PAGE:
WASHINGTON -- Alarmed by the shooting attack on a Silicon Valley-area power station last spring, several senators called on regulators to review security operations at electrical utilities and consider imposing new rules to protect against future attacks.
“Last year’s sophisticated attack on the Metcalf substation in California’s Silicon Valley was a wake-up call to the risk of physical attacks on the grid,” said a letter the senators sent regulators Friday. “The incident came uncomfortably close to causing a shutdown of a critical substation which could have resulted in a massive blackout in California and elsewhere in the West.”
The letter was signed by Senate Majority Leader Harry Reid of Nevada and fellow Democratic Sens. Dianne Feinstein of California, Ron Wyden of Oregon and Al Franken of Minnesota. It was addressed to executives at the Federal Energy Regulatory Commission and the North American Electric Reliability Corp., an industry group that sets rules for how power companies operate.
The April shooting at a Pacific Gas & Electric Co. facility was originally downplayed by authorities as an act of vandalism. It had attracted little congressional interest until this week, when a former top power regulator offered a more chilling interpretation. He said the attack was terrorism.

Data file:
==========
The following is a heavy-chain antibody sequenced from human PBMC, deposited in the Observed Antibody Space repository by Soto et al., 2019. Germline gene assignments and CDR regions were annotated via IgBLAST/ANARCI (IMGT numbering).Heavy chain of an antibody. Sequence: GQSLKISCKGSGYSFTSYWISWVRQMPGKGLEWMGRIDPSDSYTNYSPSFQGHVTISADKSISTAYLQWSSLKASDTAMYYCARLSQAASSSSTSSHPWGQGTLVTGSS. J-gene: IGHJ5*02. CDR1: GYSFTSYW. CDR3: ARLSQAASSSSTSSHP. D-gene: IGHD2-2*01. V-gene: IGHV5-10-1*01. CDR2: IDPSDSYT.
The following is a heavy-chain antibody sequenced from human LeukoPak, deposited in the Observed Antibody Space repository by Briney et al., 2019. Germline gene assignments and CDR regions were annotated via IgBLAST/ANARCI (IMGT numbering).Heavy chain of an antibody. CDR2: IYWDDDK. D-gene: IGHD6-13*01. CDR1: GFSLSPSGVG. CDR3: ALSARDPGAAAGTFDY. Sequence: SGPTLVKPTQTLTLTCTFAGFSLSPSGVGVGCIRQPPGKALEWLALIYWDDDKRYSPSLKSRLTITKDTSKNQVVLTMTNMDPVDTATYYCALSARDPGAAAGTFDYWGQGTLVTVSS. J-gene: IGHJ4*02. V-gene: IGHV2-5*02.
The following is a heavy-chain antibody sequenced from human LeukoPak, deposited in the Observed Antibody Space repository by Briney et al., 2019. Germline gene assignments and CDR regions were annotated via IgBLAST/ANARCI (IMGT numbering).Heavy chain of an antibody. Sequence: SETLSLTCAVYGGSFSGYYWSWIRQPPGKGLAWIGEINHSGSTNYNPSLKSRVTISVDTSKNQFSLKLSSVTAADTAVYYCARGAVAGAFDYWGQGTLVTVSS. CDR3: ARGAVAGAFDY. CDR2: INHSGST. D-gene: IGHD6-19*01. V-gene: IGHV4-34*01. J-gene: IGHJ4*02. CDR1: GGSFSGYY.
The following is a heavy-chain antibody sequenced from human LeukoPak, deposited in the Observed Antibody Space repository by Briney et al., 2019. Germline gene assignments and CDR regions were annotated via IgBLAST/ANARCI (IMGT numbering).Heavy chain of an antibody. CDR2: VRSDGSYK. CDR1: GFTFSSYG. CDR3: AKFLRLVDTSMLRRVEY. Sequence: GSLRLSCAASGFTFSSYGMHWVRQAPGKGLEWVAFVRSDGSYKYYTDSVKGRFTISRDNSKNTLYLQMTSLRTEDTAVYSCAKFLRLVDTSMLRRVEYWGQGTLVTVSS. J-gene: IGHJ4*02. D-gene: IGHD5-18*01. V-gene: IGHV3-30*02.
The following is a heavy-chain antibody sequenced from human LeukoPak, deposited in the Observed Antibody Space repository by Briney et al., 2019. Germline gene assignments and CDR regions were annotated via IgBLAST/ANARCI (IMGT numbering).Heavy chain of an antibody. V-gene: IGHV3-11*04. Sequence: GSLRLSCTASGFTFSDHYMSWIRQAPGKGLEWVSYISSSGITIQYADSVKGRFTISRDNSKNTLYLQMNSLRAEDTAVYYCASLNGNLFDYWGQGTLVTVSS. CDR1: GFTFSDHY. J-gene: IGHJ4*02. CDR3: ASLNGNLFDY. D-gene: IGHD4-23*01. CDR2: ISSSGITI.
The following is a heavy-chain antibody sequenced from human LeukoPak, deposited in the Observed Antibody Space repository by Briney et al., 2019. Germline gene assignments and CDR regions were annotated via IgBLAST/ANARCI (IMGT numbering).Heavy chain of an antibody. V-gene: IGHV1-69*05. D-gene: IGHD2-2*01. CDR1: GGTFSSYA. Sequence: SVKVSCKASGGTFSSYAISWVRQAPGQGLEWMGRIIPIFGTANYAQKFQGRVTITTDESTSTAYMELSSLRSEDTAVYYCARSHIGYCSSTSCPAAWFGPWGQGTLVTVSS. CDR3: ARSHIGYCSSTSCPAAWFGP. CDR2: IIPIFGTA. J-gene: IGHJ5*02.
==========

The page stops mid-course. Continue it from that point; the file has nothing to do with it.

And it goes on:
Jon Wellinghoff, who was chairman of the Federal Energy Regulatory Commission when the shooting took place, said it was clearly executed by well-trained individuals seeking to do significant damage. He expressed concern it could have been a test run for a larger assault that could knock out power in a swath of the country for an extended period of time. FBI officials say they do not believe a terrorist organization was involved, but they have made no arrests and named no suspects.
The letter from the senators comes as Congress has been wrangling for years over rules for protecting the nation's power grid. Proposals to give regulators more authority to impose security measures have languished amid resistance from power companies. The senators suggested in their letter that a provision of existing law authorizes regulators and the Electric Reliability Corp. to create mandatory rules to protect against cascading blackouts threatened by a “sudden disturbance.”
“A physical attack on the bulk power system certainly falls comfortably within that definition,” the letter said.
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